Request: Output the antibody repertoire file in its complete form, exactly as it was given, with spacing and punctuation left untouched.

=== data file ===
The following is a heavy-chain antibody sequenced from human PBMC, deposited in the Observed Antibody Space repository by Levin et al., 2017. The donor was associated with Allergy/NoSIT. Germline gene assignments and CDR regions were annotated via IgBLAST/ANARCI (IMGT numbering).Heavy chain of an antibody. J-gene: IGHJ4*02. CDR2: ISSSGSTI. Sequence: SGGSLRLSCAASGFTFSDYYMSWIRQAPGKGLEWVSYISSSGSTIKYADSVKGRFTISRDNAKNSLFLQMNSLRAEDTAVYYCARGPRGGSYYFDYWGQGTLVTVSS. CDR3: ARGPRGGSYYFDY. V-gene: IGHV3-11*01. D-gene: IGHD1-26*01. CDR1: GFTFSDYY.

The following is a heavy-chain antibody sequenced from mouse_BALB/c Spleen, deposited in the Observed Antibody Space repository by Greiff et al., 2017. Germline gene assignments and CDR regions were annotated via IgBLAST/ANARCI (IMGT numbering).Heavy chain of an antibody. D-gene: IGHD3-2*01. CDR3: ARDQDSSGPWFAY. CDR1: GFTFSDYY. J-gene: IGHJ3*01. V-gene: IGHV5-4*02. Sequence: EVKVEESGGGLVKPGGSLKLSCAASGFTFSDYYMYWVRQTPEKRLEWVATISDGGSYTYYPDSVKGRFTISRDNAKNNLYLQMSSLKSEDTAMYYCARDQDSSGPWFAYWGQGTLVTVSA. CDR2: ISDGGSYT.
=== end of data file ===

The following is a heavy-chain antibody sequenced from human PBMC, deposited in the Observed Antibody Space repository by Levin et al., 2017. The donor was associated with Allergy/NoSIT. Germline gene assignments and CDR regions were annotated via IgBLAST/ANARCI (IMGT numbering).Heavy chain of an antibody. J-gene: IGHJ4*02. CDR2: ISSSGSTI. Sequence: SGGSLRLSCAASGFTFSDYYMSWIRQAPGKGLEWVSYISSSGSTIKYADSVKGRFTISRDNAKNSLFLQMNSLRAEDTAVYYCARGPRGGSYYFDYWGQGTLVTVSS. CDR3: ARGPRGGSYYFDY. V-gene: IGHV3-11*01. D-gene: IGHD1-26*01. CDR1: GFTFSDYY.

The following is a heavy-chain antibody sequenced from mouse_BALB/c Spleen, deposited in the Observed Antibody Space repository by Greiff et al., 2017. Germline gene assignments and CDR regions were annotated via IgBLAST/ANARCI (IMGT numbering).Heavy chain of an antibody. D-gene: IGHD3-2*01. CDR3: ARDQDSSGPWFAY. CDR1: GFTFSDYY. J-gene: IGHJ3*01. V-gene: IGHV5-4*02. Sequence: EVKVEESGGGLVKPGGSLKLSCAASGFTFSDYYMYWVRQTPEKRLEWVATISDGGSYTYYPDSVKGRFTISRDNAKNNLYLQMSSLKSEDTAMYYCARDQDSSGPWFAYWGQGTLVTVSA. CDR2: ISDGGSYT.